I can hear you saying, “Yep, tried that. Didn’t work”. Please read on. There is more you can do.
“You can’t make me!”
Another, perhaps more challenging version of ‘Why should I?’ is “You can’t make me!” Well, can you? There are many teachers who believe they can make the child do as they are told. They honestly and reasonably point to years of successful experience.
What they are perhaps missing is that at some point the child chooses to conform. Whether it be the excellent working relationship established over a period of time, the promise and availability of rewards – which may just be genuine appreciation and praise – or the threat of unwanted sanctions; the student is ‘buying in’ to your authority and the authority of the school.
This becomes manifestly obvious for staff at PRUs and BESD schools. There are occasions, not uncommonly, when the child, at that given moment, will utterly defy the teacher. In that instant, there may be nothing you can do that will make the student conform to your wishes.
Even then, the very best practioners are not disempowered. We have 3 choices.
1. The passive option: concede, give way and live to fight another day. Maybe. But very soon you will spend every lesson, everyday, conceding, giving in and getting nowhere. It will become the easy option, a habit to which you become professionally socialised.
2. The aggressive option: impose your will by every means possible and make the pupil do as they are told. This works, sometimes. Maybe the pupil will concede. If they are sufficiently in control and have the presence of mind to realise the likely consequences and sanctions, they may well cooperate, especially if you have previously established a positive working relationship.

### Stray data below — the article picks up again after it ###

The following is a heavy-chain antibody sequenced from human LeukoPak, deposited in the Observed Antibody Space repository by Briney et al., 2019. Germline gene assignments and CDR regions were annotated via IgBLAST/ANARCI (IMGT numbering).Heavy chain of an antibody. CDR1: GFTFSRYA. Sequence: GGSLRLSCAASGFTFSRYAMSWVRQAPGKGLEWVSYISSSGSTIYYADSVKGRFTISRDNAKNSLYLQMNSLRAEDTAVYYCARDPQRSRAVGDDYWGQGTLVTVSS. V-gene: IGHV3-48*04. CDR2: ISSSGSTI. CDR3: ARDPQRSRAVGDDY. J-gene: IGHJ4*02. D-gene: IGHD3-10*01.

But it’s a gamble. The pupil may be on the brink of losing control. Sh/e may suffer from ADHD or a range of other neurological conditions which tend towards impulsive, rather than thought-controlled, behaviour. A report published in October 2012, “Nobody made the connection: The prevalence of neurodisability in young people who offend”, suggested that up to 20% of young people going through the Criminal Justice System have one – more usually, multiple – neurodisabilities. Some children have by-passed the neurological development where conscious thought intervenes and intercepts the instinctive, ‘fight-or-flight’ impulse. What happens when the pupil, rather than conform, opts almost involuntarily for confrontation, ‘fight’ instead of ‘flight’?
The process of the aggressive option is hallmarked by the teacher ‘upping the stakes’ with an increasing scale of sanctions. As the pupil scorns each sanction in turn, the teacher becomes more and more disempowered. The scenario may go something like this:
· You up the stakes, the student does not concede.
· You raise your voice, the student responds similarly.
· You threaten bigger sanctions. The student says, “So what? Do I care?” or possibly stays defiantly silent.
· You walk towards the pupil.
· Your body language, perhaps unconsciously, is more aggressive – hands on hips, leaning forward, pointing a finger.
· None of this works. The pupil begins to ‘fight’ rather than take ‘flight’.
· There is shouting.